By: Lianne Johnson, LPC
I have seen, and personally experienced, a tendency to overlook the impact of relational trauma on our functioning. Why is it that even when our life circumstances change – we live through a relational trauma or betrayal, we are separated from our spouse, we unexpectedly become a single-parent, we go through a divorce, we discover abusive realities in our partner – Why do we keep living (or pressuring ourselves to live) as though these changes haven’t happened? Why do we keep living as though our bandwidth for interacting with life hasn’t changed?
Sometimes when I realize I am pressuring myself to live as though my life hasn’t radically changed, I just sit and shake my head at myself. I ask myself in these moments, “Why am I pressuring myself? What am I fearing?” The answers to these questions are usually the same, no matter the circumstance. Part of the answer is that I desperately want to live like I was living, before my life changed without my permission. I want my normal back. I want what was known to me. The other part of my answer is that it saddens me to feel like I am letting people down by no longer being able to perform as I had been. I fear others won’t understand, or won’t care to take the time to learn, the basic equation I now have to live by: My life radically changing when I experienced trauma and betrayal in my marriage + an unexpected long season of separation and suffering + ultimately getting divorced + being a single mom + running a business = having less bandwidth for life.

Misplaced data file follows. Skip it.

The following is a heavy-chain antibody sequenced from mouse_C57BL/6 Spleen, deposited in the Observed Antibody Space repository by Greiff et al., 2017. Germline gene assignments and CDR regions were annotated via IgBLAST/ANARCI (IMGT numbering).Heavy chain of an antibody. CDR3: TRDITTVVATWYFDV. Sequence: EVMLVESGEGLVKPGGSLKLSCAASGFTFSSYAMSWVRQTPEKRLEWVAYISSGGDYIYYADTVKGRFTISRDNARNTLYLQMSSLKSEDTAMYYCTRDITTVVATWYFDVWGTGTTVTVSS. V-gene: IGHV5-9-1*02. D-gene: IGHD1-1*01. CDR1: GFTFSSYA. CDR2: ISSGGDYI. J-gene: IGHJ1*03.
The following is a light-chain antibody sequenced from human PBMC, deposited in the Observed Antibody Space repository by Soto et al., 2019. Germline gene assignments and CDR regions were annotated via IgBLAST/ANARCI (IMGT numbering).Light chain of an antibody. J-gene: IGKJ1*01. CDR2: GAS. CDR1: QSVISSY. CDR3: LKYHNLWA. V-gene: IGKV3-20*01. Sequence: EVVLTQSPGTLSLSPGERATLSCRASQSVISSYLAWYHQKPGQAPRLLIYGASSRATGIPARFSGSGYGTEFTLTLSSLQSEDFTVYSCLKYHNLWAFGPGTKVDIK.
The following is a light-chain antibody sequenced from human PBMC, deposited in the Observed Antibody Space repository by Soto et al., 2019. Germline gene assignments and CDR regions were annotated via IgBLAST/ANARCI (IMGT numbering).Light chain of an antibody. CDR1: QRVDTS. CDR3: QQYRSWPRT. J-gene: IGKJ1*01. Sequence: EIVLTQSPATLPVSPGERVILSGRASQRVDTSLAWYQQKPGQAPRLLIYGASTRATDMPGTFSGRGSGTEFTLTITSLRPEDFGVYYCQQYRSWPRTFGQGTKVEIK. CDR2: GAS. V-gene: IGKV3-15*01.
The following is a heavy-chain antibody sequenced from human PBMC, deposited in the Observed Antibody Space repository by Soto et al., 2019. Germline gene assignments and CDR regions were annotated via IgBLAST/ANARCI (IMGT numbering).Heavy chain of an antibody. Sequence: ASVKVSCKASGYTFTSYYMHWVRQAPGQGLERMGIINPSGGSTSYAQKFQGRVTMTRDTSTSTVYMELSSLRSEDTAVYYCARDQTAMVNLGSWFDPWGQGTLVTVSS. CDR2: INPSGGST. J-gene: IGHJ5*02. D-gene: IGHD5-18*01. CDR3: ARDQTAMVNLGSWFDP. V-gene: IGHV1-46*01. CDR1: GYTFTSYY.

For a long time, I angrily fought the equation I now had to live my life by. I didn’t fight it by taking on more than I could, I fought it by being angry with life and retreating. It wasn’t until I started to accept my new normal that I started to enjoy life.
Part of accepting my new normal was learning to like the person I am now. To accept the me I am now. I am different. My traumatic experience changed me. Learning to be a single mom, a divorced woman, changed me. I am not quite sure how I could live through all of that unchanged. But I guess the biggest thing I had to learn to do was accept the new me, my new normal, and learn who I had now become.